They see the bright side of getting ‘Dumped’
Maryjane Fahey and Caryn Beth Rosenthal were acquaintances, until they both got dumped by the men in their lives. It was only then, reeling and broken-hearted from their respective breakups, that Fahey and Rosenthal really bonded.
"We had so much in common," says Fahey. "Our stories were so amazingly similar, and that started our getting well together."
After a year of recuperation, the best friends were mutually taken with the idea of writing a new kind of self-help book for other women struggling post-heartbreak. What resulted is "Dumped," a quippy, sharp, and occasionally crass guide to getting over what's-his-name.
"It's bold and fabulous, quick and to the point. I was looking for our book [after my breakup.] I don't want any pencil-pushing PhD doling out experience when I'm the woman who has experience — plenty of it," says Rosenthal.
The self-described "empowerment babes" chatted with us, and, amid laughter and expletives aplenty, explained their take on the right ways (vodka, sex, self-appreciation) and the wrong ways (overeating, whining, drunk dialing) to mend a broken heart.
Q. What were you looking to achieve with this book?
Fahey: We wanted to create the opposite of what we were finding. We wanted to find the concise little bible we couldn't get anywhere. We very much envisioned it as an empowerment bible, a little bible you put on your bedside and get a good quote a day. When — not if, when — [your breakup] happens, you have a quick go-to guide.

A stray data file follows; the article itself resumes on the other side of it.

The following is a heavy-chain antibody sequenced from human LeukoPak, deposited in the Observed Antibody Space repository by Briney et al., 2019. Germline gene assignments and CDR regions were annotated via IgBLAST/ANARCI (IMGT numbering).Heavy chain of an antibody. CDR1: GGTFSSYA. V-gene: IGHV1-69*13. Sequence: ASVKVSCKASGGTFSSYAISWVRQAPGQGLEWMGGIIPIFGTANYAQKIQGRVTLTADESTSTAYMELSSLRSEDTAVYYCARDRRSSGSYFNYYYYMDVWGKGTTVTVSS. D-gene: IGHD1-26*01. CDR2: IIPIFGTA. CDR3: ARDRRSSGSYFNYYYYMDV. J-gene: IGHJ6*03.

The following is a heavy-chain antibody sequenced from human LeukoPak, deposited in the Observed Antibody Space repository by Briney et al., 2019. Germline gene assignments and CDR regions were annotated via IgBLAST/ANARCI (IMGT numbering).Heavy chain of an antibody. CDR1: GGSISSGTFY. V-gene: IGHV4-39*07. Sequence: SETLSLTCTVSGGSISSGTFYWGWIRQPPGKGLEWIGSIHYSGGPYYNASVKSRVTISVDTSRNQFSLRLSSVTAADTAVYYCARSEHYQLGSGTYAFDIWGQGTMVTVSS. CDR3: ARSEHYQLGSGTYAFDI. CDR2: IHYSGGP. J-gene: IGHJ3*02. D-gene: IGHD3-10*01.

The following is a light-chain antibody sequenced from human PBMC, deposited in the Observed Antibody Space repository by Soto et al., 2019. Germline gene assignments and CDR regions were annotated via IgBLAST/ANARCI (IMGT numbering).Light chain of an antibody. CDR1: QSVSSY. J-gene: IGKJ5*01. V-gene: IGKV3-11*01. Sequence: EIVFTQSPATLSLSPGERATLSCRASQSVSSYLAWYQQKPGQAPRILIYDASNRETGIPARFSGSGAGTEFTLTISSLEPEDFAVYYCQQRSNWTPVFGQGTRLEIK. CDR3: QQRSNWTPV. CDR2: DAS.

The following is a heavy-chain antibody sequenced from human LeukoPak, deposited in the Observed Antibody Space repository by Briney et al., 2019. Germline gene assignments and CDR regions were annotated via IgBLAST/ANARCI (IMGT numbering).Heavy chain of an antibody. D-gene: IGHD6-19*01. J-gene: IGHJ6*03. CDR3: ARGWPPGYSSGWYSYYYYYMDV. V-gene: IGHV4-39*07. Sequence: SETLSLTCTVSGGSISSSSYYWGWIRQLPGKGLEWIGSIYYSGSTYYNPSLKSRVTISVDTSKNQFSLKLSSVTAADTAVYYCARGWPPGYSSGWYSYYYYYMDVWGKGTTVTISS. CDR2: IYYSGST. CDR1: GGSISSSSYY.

Rosenthal: We were pulling all the great stuff that we gleaned over that year. We got together once a week and we would brainstorm all the things that were so inspirational for us and transcribe and do further study.
Fahey: There was nothing we didn't see, no numerologist we didn't talk to. It's a lot of work to get your joy back. We definitely saw this as the opposite of "Eat, Pray, Love." I like parts of that, but mostly when she was chowing down in Italy, I was having trouble with the guru part. It's not realistic. We reacted.
Q. What do you think sets "Dumped" apart from other breakup books?
Rosenthal: I love a good wisecracking girlfriend myself who comes in and kicks you in the ass, not someone who sits there with the sad eyes.
Fahey: The book represents that girlfriend quality.
Rosenthal: It's a funny book and we're very relatable. . . . Everybody wants a big sis. We're not reinventing the wheel here, but we're perfecting it.
Q. Who's your target audience?
Fahey: It's a general voice. The audience is ageless. We have a lot of young girls [reading]; we didn't originally see it that way. At our first book signing, men were getting the books for their exes.
Rosenthal: They want their stupid exes to stop stalking them! You know those women, they just don't shut up and they broke up with these guys years ago.
Q. Men? That's unexpected. Do you find you have a broader audience than anticipated?
Rosenthal: It's true, [because the book is] all about self-esteem. It doesn't just have to be related to a boyfriend. My friend lost her job, she got laid off and she wrote me the most unbelievable letter of thanks for the book. She said, "You know what? The book works for this, too." It can just be applied in all these different aliases.
Fahey: It's now three years since I broke up with my ex, but I pick up this book and I still get empowered by it.
Q. Do you each have a favorite section of the book?
Fahey: I like the chapter on closure, because that's something that I really needed myself. You're never, ever, ever gonna get closure. Let it go, girls.
Rosenthal: I like "Will Yourself to [Have Sex]."
Q. What's one piece of advice you want readers to glean from this book?
Fahey: I think the most important lesson I had in all of this was to just face your fears. I was settling and putting up with a lot of crap from a man who I did love. I was afraid to be alone. Once I faced it and pushed him out of my life in my own way, started over again and embraced that, I was on my way to recovery. Just face it. This is not a tragedy; he did you a favor.
Rosenthal: Celebrate anything and everything, because life ain't a dress rehearsal.